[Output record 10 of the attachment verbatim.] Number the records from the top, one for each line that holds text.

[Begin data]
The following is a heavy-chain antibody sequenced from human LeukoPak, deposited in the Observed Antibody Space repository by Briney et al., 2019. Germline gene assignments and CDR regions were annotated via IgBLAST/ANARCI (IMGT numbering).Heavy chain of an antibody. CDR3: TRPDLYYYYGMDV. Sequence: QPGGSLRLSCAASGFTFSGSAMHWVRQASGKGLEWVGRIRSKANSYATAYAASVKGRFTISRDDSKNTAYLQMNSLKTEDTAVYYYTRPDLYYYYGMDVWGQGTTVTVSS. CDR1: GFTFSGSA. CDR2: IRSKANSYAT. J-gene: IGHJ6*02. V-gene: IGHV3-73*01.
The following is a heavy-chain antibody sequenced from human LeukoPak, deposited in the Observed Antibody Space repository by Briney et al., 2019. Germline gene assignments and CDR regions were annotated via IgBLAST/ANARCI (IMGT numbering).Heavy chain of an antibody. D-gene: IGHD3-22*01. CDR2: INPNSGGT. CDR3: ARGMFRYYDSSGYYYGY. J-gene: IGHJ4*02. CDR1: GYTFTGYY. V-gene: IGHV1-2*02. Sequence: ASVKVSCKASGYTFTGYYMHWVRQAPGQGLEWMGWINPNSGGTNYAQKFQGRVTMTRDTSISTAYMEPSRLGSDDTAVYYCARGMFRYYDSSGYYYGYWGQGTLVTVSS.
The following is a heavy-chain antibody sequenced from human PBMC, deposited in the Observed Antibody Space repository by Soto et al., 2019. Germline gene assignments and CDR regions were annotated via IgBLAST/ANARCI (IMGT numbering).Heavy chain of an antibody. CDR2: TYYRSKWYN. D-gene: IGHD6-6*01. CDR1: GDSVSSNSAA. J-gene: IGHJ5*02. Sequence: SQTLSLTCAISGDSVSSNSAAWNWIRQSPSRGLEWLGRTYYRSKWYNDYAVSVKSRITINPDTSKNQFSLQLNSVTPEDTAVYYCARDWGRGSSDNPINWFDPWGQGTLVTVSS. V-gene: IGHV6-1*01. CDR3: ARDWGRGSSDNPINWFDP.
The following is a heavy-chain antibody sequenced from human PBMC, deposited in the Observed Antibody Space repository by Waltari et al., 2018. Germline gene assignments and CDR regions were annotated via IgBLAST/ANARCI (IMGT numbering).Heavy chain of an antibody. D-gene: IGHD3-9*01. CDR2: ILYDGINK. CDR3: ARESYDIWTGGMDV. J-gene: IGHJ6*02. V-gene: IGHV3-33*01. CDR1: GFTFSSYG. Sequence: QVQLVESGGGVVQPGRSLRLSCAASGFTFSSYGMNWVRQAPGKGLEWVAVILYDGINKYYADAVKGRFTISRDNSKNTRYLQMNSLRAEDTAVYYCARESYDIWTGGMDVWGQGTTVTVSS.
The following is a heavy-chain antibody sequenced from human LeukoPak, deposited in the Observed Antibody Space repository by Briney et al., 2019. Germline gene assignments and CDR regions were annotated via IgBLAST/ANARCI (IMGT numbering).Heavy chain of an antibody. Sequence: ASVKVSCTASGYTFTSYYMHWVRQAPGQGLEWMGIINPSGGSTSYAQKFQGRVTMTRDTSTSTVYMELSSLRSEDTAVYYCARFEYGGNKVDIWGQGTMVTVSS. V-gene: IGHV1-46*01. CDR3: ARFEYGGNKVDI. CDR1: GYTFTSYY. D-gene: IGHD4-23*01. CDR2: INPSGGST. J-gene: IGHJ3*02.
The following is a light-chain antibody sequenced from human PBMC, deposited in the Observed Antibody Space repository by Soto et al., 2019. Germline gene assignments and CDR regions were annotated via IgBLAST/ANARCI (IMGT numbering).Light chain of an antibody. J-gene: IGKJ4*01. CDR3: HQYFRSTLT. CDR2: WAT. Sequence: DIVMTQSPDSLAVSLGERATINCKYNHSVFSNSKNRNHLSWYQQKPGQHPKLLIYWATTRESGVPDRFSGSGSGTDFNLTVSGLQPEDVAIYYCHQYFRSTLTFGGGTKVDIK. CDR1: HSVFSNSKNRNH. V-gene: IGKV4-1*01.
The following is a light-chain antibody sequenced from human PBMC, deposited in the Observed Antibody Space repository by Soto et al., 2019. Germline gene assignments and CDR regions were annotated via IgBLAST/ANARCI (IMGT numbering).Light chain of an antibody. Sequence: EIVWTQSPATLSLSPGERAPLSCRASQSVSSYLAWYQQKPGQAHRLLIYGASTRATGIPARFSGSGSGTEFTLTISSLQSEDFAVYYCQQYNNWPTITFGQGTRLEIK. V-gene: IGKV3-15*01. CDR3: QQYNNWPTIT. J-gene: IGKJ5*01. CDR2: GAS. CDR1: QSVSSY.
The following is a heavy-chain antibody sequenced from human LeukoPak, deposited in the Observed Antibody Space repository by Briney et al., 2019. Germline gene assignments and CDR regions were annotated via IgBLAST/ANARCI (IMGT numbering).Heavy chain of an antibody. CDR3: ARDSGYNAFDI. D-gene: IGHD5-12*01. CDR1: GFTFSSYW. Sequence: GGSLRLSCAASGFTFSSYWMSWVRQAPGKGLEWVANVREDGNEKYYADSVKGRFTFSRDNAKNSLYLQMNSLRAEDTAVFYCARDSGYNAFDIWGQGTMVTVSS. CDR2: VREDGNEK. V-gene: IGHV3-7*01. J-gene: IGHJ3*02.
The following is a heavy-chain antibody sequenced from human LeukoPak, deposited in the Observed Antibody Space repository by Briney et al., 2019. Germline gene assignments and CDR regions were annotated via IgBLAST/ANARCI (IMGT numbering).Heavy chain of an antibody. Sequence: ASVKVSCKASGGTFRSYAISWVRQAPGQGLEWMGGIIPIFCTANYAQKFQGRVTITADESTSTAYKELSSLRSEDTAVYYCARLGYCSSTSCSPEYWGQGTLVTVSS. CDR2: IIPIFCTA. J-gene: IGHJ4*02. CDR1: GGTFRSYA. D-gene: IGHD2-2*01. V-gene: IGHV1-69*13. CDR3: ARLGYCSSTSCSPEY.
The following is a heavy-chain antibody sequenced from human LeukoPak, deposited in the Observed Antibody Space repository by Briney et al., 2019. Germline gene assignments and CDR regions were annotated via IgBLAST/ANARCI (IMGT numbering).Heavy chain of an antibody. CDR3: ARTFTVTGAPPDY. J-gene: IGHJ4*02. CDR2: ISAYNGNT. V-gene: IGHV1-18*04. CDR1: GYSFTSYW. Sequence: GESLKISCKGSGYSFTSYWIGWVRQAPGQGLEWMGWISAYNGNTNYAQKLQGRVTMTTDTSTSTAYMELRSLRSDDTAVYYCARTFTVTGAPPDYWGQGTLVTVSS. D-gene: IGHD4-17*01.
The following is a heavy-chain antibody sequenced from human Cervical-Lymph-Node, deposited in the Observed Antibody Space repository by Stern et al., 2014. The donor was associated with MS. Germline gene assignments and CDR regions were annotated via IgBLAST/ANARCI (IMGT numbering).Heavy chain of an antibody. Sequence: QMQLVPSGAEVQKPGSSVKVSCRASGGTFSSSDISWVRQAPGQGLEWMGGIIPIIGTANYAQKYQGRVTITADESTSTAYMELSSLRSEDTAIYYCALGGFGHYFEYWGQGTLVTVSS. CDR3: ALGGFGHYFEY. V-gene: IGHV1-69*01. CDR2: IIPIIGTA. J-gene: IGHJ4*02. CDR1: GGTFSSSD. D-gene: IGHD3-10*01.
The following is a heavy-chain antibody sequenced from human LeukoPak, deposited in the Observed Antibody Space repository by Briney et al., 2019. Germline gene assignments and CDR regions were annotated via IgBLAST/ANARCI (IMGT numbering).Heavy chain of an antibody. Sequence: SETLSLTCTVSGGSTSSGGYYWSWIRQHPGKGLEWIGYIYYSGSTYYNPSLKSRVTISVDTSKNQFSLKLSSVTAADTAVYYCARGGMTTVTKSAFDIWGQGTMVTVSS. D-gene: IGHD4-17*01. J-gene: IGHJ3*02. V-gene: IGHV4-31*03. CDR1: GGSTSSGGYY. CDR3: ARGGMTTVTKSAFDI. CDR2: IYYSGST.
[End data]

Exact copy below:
The following is a heavy-chain antibody sequenced from human LeukoPak, deposited in the Observed Antibody Space repository by Briney et al., 2019. Germline gene assignments and CDR regions were annotated via IgBLAST/ANARCI (IMGT numbering).Heavy chain of an antibody. CDR3: ARTFTVTGAPPDY. J-gene: IGHJ4*02. CDR2: ISAYNGNT. V-gene: IGHV1-18*04. CDR1: GYSFTSYW. Sequence: GESLKISCKGSGYSFTSYWIGWVRQAPGQGLEWMGWISAYNGNTNYAQKLQGRVTMTTDTSTSTAYMELRSLRSDDTAVYYCARTFTVTGAPPDYWGQGTLVTVSS. D-gene: IGHD4-17*01.